Mammogram Mess offers a way to think about the conclusions of a large study suggesting that mammography does not save lives, as reported in the NYTimes article, Vast Study Casts Doubts on Value of Mammograms?
Reader Gillian commented, "But haven't they also told us that [breast] self-exam [BSE] is not useful/important?"
According to NYTimes Well columnist Roni Caryn Rabin, the idea that BSE is not useful may be changing. She explains in A Fresh Case for Breast Self-Exam:
"Buried in the news was a nugget of hope: The women who did not receive regular mammograms were instead monitored with physical breast exams that proved effective...as or better than regular mammograms at locating the serious cancers that needed treatment."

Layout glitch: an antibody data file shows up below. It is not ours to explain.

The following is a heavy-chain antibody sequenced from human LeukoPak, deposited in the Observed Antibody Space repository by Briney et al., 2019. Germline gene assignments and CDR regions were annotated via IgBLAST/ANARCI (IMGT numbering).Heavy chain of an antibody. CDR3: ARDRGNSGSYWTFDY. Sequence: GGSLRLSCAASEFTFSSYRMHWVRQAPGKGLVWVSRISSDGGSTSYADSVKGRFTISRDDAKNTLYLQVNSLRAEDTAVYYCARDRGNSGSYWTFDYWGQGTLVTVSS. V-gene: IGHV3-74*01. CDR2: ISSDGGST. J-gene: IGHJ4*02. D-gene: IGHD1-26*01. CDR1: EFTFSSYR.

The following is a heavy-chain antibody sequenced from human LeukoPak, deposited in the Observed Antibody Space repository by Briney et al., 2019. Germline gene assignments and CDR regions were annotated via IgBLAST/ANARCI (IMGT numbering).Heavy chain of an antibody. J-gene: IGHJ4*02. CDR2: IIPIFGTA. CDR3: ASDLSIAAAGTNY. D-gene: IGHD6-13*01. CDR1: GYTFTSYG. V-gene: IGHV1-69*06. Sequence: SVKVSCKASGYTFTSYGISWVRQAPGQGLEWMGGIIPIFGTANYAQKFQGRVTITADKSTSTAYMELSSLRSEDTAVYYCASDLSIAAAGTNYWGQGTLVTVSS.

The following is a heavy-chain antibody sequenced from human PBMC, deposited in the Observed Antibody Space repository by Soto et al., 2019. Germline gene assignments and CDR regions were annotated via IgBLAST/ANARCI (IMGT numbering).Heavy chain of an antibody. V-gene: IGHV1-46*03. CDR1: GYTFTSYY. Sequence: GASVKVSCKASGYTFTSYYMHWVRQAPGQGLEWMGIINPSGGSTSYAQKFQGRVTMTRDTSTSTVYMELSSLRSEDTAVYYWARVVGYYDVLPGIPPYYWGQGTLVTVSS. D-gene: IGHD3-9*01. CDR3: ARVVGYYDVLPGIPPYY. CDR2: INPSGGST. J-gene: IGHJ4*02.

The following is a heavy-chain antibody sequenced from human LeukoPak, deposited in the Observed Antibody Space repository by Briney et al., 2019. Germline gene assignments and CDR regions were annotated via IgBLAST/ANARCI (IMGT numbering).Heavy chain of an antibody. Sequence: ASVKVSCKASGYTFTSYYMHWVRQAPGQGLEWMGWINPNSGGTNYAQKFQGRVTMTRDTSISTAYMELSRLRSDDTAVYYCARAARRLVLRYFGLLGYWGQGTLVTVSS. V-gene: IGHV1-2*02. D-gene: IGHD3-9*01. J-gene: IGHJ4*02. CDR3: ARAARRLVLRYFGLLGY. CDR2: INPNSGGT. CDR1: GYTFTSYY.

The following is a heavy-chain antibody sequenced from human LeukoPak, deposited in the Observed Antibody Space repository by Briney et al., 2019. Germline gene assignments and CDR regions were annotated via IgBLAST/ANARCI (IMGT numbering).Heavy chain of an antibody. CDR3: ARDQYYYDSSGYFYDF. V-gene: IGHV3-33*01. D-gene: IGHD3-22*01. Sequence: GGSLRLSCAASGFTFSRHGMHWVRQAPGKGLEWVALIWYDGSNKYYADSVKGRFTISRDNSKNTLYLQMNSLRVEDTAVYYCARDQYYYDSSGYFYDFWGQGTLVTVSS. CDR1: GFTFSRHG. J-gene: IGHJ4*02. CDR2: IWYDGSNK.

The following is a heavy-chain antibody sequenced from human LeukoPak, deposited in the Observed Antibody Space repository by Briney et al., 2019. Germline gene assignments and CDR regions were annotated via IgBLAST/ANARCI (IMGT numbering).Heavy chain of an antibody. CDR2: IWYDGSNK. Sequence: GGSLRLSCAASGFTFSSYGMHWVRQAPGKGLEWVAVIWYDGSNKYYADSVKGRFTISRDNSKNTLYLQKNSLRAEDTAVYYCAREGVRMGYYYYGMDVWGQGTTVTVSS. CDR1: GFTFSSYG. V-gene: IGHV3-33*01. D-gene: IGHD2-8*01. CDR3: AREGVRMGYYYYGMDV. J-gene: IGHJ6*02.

The key caveat was: "'If it was performed well and was accompanied by the teaching of breast self-exam,” said Dr. Anthony B. Miller of the University of Toronto, the study’s lead author.'"
We think of an ideal screening test as having no false negatives or false positives, meaning the test doesn't miss any cancers (false negatives) or suggest cancer exists where, in fact, it doesn't (false positive)."
It's not so simple. A test can be a true positive (the test shows cancer that is confirmed on biopsy). But that may lead to a response that leads to problems. Let me stop here and use my next post to explain what I mean before proceeding with the discussion about BSE.